October 15th, 22nd, and 29th
The three trainings will be held 7pm at the Sol Collective on three consecutive Wednesday evenings.
Sac Activist School will be hosting these trainings presented by the Citizens Climate Lobby.
Contact the either the Sac Activist School or the Citizens Climate Lobby for more information:
Sac Activist School
Citizens Climate Lobby
Save the American River Association's directors urge you to VOTE NO ON PROP. 1, the water bond measure on this November's ballot.
• Prop. 1 does nothing to address drought relief in the near future.
• Prop. 1 adds $7.12 billion to California's debt, debt that will cost taxpayers $14.4 when the principal and interest is paid.
• Prop. 1 dedicates only 13% of its funding for conservation, stormwater capture and treatment, and recycling.
• Prop. 1 allocates $2.7 billion for three dams that would increase the state's water supply by only 1%. The money would flow under the provision that allows "continuous funding," meaning there would be no legislative oversight.
• A number of dam projects that had been abandoned because of low water yield or would not be cost-effective are now being revived.
• When the State Water Project was approved in 1960, it provided that beneficiaries of water projects -- not taxpayers statewide -- would pay for new projects. Prop. 1 reverses that principle. Taxpayers would pay the lion's share of new projects. Taxpayers, for example, would pay 73% of the cost of the proposed Temperance Flat Dam on the San Joaquin River while the beneficiaries -- agribiz and the City of Fresno -- would pay most of the balance.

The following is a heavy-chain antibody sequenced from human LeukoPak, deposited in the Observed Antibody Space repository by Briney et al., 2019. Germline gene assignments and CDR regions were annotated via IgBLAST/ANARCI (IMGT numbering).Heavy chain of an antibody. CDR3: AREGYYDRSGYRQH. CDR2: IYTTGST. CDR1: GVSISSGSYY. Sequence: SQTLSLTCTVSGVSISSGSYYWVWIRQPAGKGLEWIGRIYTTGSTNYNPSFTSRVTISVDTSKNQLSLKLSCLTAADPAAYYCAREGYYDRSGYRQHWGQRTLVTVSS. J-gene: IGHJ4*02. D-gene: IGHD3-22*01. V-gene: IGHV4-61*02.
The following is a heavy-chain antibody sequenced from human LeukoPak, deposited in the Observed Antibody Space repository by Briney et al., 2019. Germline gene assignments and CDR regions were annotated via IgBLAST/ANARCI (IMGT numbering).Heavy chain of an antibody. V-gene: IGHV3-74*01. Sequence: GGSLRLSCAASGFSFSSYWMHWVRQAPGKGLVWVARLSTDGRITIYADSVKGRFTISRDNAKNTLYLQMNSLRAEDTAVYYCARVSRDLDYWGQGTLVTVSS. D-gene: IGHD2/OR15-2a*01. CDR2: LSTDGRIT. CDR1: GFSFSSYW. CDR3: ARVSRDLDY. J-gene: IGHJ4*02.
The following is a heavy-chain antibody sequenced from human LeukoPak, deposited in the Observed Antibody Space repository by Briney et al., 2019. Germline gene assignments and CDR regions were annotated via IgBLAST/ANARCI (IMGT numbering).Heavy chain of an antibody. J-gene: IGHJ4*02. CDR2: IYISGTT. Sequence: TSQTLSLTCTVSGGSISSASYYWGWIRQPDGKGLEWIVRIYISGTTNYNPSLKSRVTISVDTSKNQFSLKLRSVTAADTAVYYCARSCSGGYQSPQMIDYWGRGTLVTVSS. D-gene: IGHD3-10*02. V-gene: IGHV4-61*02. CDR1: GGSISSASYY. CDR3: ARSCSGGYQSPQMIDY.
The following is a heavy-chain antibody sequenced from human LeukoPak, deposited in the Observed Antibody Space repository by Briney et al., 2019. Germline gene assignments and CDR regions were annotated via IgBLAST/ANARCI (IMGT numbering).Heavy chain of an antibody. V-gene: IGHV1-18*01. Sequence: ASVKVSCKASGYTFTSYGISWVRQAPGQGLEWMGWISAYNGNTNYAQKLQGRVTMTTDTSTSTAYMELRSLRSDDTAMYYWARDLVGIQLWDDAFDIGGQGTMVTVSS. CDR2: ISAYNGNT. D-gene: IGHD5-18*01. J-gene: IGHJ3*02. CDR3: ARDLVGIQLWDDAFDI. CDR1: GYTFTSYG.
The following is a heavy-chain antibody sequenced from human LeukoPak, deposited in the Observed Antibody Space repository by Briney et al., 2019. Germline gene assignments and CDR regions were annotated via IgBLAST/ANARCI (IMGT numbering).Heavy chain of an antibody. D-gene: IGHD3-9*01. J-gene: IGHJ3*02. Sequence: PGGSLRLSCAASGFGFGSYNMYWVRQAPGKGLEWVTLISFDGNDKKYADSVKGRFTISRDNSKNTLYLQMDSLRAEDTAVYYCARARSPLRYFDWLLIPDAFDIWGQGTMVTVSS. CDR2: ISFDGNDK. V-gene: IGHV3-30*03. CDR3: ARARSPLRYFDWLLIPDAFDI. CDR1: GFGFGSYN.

• Prop. 1 requires taxpayers to buy water the public already owns to protect fish. It's a retread of programs in force for years that allow speculators who reap huge profits by selling the public's water back to the public. And it will have the additional impact of making more water available to export from The Delta.
• Prop. 1 does nothing to address factors that have worsened the water crisis in California during the current drought: the overdrafting of major reservoirs in Northern California, inequitable distribution of limited water supplies and the failure to balance the Public Trust.
• Prop. 1 contains $1.5 billion for "conservancies" without any language governing how the money is to be spent. Nothing would prevent the conservancies from spending the money on projects that have no impact on water supplies such as bike trails or administrative costs. Critics are calling it "pork."
• Promoters of Prop. 1 note that about 6.9% of the bond will spent to provide safe drinking water and clean water programs to disadvantaged communities. That long overdue initiative should have been presented to the voters years ago as a standalone proposition. It is shameful that California government has never addressed the water problems of disadvantaged communities.
There are more reasons to vote NO ON PROP. 1. As Bill Jennings of the California Sportfishing Protective Alliance has said, Prop. 1 "is a poster-child of why California is in a water crisis: it enriches water speculators but accomplishes little in addressing the drought, solving California's long-term water needs, reducing reliance on The Delta, or protecting our rivers and fisheries."
Opportunity to Do Some Hands on learning about permaculture, graywater, rainwater harvesting and low water use landscapes
Saturday, October 18, 2014, 9 am
Cosponsored by Ubuntu Green's Youth Gardening Squad
For more information, including the location, contact Chris Brown at 916.391.1436 or email@example.com